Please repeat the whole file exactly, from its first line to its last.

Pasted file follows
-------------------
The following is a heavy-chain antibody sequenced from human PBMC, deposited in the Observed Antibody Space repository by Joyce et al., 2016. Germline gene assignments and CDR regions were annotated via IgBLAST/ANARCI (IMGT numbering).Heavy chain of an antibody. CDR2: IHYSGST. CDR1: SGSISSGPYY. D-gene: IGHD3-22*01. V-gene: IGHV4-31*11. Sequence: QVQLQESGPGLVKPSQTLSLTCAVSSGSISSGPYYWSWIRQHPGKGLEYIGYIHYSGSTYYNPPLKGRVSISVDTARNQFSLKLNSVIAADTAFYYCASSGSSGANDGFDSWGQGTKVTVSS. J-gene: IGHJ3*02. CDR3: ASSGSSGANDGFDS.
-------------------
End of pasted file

The following is a heavy-chain antibody sequenced from human PBMC, deposited in the Observed Antibody Space repository by Joyce et al., 2016. Germline gene assignments and CDR regions were annotated via IgBLAST/ANARCI (IMGT numbering).Heavy chain of an antibody. CDR2: IHYSGST. CDR1: SGSISSGPYY. D-gene: IGHD3-22*01. V-gene: IGHV4-31*11. Sequence: QVQLQESGPGLVKPSQTLSLTCAVSSGSISSGPYYWSWIRQHPGKGLEYIGYIHYSGSTYYNPPLKGRVSISVDTARNQFSLKLNSVIAADTAFYYCASSGSSGANDGFDSWGQGTKVTVSS. J-gene: IGHJ3*02. CDR3: ASSGSSGANDGFDS.